Many Silver Spring residents may believe that the only successful criminal defense is one that ends in a trial. However, they may not be aware that most successful criminal prosecutions end up with plea bargains, not trials. With that in mind, some might find themselves wondering: What is a plea bargain?
In a plea bargain, the prosecution usually agrees to lessen the defendant's punishment and reduce the severity of the charges against the defendant in return for the accused pleading guilty to some or all of the charges against him or her. In some cases, the bargain might require the accused to do more than plead guilty. The defendant may, for example, agree to testify against other defendants in exchange for reduced charges.
Through the plea bargain, the prosecutor may make a recommendation to reduce the defendant's sentence. The judge is not bound by the prosecutor's recommendation, but can take it into consideration. A plea bargain serves as a contract-if either party breaks the plea bargain the other party can seek relief from the judge.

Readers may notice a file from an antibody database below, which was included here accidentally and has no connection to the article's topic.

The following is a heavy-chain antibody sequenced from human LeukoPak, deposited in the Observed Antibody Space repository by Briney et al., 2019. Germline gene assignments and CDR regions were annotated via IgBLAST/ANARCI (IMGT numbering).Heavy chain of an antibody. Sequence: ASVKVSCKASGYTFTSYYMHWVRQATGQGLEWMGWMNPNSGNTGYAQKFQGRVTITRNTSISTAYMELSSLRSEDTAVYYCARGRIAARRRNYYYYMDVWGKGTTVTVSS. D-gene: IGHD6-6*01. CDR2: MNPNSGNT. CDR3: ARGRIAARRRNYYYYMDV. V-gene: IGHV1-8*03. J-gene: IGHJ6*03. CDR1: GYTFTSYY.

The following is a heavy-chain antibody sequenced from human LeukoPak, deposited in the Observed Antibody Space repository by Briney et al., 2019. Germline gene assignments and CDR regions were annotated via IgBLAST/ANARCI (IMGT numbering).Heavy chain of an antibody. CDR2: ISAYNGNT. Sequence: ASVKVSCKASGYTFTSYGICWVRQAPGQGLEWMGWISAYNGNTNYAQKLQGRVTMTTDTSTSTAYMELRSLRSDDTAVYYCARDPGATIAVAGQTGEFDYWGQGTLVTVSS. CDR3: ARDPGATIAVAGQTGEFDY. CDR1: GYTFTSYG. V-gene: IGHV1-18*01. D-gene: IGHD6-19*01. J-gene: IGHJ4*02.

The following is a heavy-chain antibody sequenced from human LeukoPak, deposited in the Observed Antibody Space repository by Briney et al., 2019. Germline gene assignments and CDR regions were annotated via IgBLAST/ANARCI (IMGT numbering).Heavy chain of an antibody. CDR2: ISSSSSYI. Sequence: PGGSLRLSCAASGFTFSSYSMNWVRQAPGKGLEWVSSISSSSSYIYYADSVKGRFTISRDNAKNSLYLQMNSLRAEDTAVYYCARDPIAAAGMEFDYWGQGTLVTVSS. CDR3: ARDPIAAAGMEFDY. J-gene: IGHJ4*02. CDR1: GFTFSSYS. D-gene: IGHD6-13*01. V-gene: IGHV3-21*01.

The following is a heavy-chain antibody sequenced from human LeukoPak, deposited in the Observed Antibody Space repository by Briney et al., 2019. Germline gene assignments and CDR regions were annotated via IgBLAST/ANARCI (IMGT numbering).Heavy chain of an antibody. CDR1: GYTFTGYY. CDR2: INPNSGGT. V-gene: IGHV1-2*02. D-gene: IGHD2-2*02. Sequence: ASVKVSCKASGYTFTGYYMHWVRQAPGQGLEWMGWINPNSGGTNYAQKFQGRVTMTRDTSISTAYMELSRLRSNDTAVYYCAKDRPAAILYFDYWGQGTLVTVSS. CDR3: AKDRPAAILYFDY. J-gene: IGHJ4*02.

Why would anyone agree to plead guilty? Though many people are successfully able to fight allegations against them, many others may elect not to go through the criminal justice system. By accepting a plea bargain, a criminal defendant retains some control over the matter, receives a lesser penalty than may be doled out upon conviction at trial's end, and can bring the matter to a close more quickly.
Everyone has the right to their day in court-it is up to the accused to determine if they want to even consider a plea bargain. An experienced criminal defense attorney may be able to help someone facing criminal charges examine their options.
Source: Legal Information Institute, "Plea bargain," accessed on Dec. 22, 2015